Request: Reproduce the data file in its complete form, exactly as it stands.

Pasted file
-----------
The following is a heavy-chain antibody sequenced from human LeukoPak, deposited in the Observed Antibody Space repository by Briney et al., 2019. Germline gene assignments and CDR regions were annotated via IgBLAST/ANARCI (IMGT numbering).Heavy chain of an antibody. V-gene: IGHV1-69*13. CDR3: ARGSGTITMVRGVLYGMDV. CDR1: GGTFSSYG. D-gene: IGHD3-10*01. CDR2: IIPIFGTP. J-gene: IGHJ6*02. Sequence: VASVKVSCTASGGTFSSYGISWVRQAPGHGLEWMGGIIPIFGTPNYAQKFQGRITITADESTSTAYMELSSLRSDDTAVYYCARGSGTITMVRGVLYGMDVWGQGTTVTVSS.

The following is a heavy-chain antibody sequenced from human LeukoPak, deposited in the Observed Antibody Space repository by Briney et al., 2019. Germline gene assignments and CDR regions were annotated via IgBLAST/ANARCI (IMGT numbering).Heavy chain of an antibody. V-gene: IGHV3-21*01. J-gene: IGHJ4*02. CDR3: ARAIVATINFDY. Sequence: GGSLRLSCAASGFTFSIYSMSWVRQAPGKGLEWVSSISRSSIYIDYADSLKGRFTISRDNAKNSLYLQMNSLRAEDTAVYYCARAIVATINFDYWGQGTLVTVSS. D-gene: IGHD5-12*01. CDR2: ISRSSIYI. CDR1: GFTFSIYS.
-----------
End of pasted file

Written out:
The following is a heavy-chain antibody sequenced from human LeukoPak, deposited in the Observed Antibody Space repository by Briney et al., 2019. Germline gene assignments and CDR regions were annotated via IgBLAST/ANARCI (IMGT numbering).Heavy chain of an antibody. V-gene: IGHV1-69*13. CDR3: ARGSGTITMVRGVLYGMDV. CDR1: GGTFSSYG. D-gene: IGHD3-10*01. CDR2: IIPIFGTP. J-gene: IGHJ6*02. Sequence: VASVKVSCTASGGTFSSYGISWVRQAPGHGLEWMGGIIPIFGTPNYAQKFQGRITITADESTSTAYMELSSLRSDDTAVYYCARGSGTITMVRGVLYGMDVWGQGTTVTVSS.

The following is a heavy-chain antibody sequenced from human LeukoPak, deposited in the Observed Antibody Space repository by Briney et al., 2019. Germline gene assignments and CDR regions were annotated via IgBLAST/ANARCI (IMGT numbering).Heavy chain of an antibody. V-gene: IGHV3-21*01. J-gene: IGHJ4*02. CDR3: ARAIVATINFDY. Sequence: GGSLRLSCAASGFTFSIYSMSWVRQAPGKGLEWVSSISRSSIYIDYADSLKGRFTISRDNAKNSLYLQMNSLRAEDTAVYYCARAIVATINFDYWGQGTLVTVSS. D-gene: IGHD5-12*01. CDR2: ISRSSIYI. CDR1: GFTFSIYS.